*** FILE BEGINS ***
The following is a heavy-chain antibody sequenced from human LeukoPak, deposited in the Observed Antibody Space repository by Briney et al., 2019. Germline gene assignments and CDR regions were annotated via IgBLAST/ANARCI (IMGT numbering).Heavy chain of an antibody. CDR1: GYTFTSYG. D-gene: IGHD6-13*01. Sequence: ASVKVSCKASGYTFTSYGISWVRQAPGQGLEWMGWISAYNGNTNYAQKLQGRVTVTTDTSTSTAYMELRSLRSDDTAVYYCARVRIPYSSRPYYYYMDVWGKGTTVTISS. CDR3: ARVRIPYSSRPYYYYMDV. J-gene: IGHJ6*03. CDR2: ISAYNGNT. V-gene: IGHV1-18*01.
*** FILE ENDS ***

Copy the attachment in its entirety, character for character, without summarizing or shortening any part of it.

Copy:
The following is a heavy-chain antibody sequenced from human LeukoPak, deposited in the Observed Antibody Space repository by Briney et al., 2019. Germline gene assignments and CDR regions were annotated via IgBLAST/ANARCI (IMGT numbering).Heavy chain of an antibody. CDR1: GYTFTSYG. D-gene: IGHD6-13*01. Sequence: ASVKVSCKASGYTFTSYGISWVRQAPGQGLEWMGWISAYNGNTNYAQKLQGRVTVTTDTSTSTAYMELRSLRSDDTAVYYCARVRIPYSSRPYYYYMDVWGKGTTVTISS. CDR3: ARVRIPYSSRPYYYYMDV. J-gene: IGHJ6*03. CDR2: ISAYNGNT. V-gene: IGHV1-18*01.